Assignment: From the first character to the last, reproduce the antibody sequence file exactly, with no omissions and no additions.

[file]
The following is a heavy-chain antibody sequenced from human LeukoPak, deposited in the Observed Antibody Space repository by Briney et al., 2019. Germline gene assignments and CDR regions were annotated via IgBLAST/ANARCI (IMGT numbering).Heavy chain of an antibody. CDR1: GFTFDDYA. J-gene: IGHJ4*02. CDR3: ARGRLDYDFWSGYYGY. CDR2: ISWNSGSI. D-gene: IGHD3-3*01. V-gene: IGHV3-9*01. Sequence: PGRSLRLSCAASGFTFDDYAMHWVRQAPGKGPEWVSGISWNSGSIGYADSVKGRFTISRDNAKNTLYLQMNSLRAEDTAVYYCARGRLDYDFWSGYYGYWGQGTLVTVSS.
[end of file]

The following is a heavy-chain antibody sequenced from human LeukoPak, deposited in the Observed Antibody Space repository by Briney et al., 2019. Germline gene assignments and CDR regions were annotated via IgBLAST/ANARCI (IMGT numbering).Heavy chain of an antibody. CDR1: GFTFDDYA. J-gene: IGHJ4*02. CDR3: ARGRLDYDFWSGYYGY. CDR2: ISWNSGSI. D-gene: IGHD3-3*01. V-gene: IGHV3-9*01. Sequence: PGRSLRLSCAASGFTFDDYAMHWVRQAPGKGPEWVSGISWNSGSIGYADSVKGRFTISRDNAKNTLYLQMNSLRAEDTAVYYCARGRLDYDFWSGYYGYWGQGTLVTVSS.